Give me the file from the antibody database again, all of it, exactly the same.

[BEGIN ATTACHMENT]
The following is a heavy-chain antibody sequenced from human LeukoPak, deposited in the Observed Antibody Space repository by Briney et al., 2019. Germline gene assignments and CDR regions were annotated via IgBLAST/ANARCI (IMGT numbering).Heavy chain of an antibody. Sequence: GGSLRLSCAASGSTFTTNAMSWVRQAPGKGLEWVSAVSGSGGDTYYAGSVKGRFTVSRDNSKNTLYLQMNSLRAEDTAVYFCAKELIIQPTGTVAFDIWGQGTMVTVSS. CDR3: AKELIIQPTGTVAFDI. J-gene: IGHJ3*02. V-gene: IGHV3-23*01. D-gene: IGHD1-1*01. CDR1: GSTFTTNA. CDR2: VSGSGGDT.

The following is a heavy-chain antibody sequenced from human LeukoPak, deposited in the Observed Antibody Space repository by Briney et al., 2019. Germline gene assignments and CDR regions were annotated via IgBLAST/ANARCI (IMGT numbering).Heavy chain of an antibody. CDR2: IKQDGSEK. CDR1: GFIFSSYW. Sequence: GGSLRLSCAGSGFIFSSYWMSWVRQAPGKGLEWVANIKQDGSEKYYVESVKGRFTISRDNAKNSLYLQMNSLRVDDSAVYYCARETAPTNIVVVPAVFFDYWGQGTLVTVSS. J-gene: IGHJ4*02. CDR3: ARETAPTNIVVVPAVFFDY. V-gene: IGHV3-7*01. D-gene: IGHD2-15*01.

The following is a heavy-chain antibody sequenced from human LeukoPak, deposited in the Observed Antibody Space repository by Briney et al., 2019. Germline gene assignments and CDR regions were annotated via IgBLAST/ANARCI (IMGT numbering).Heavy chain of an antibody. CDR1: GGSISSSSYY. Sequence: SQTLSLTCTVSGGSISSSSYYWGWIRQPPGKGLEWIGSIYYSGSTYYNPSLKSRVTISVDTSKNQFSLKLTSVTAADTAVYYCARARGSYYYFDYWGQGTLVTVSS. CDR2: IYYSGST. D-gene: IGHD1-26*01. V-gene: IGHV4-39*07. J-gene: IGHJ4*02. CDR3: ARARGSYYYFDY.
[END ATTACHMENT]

The following is a heavy-chain antibody sequenced from human LeukoPak, deposited in the Observed Antibody Space repository by Briney et al., 2019. Germline gene assignments and CDR regions were annotated via IgBLAST/ANARCI (IMGT numbering).Heavy chain of an antibody. Sequence: GGSLRLSCAASGSTFTTNAMSWVRQAPGKGLEWVSAVSGSGGDTYYAGSVKGRFTVSRDNSKNTLYLQMNSLRAEDTAVYFCAKELIIQPTGTVAFDIWGQGTMVTVSS. CDR3: AKELIIQPTGTVAFDI. J-gene: IGHJ3*02. V-gene: IGHV3-23*01. D-gene: IGHD1-1*01. CDR1: GSTFTTNA. CDR2: VSGSGGDT.

The following is a heavy-chain antibody sequenced from human LeukoPak, deposited in the Observed Antibody Space repository by Briney et al., 2019. Germline gene assignments and CDR regions were annotated via IgBLAST/ANARCI (IMGT numbering).Heavy chain of an antibody. CDR2: IKQDGSEK. CDR1: GFIFSSYW. Sequence: GGSLRLSCAGSGFIFSSYWMSWVRQAPGKGLEWVANIKQDGSEKYYVESVKGRFTISRDNAKNSLYLQMNSLRVDDSAVYYCARETAPTNIVVVPAVFFDYWGQGTLVTVSS. J-gene: IGHJ4*02. CDR3: ARETAPTNIVVVPAVFFDY. V-gene: IGHV3-7*01. D-gene: IGHD2-15*01.

The following is a heavy-chain antibody sequenced from human LeukoPak, deposited in the Observed Antibody Space repository by Briney et al., 2019. Germline gene assignments and CDR regions were annotated via IgBLAST/ANARCI (IMGT numbering).Heavy chain of an antibody. CDR1: GGSISSSSYY. Sequence: SQTLSLTCTVSGGSISSSSYYWGWIRQPPGKGLEWIGSIYYSGSTYYNPSLKSRVTISVDTSKNQFSLKLTSVTAADTAVYYCARARGSYYYFDYWGQGTLVTVSS. CDR2: IYYSGST. D-gene: IGHD1-26*01. V-gene: IGHV4-39*07. J-gene: IGHJ4*02. CDR3: ARARGSYYYFDY.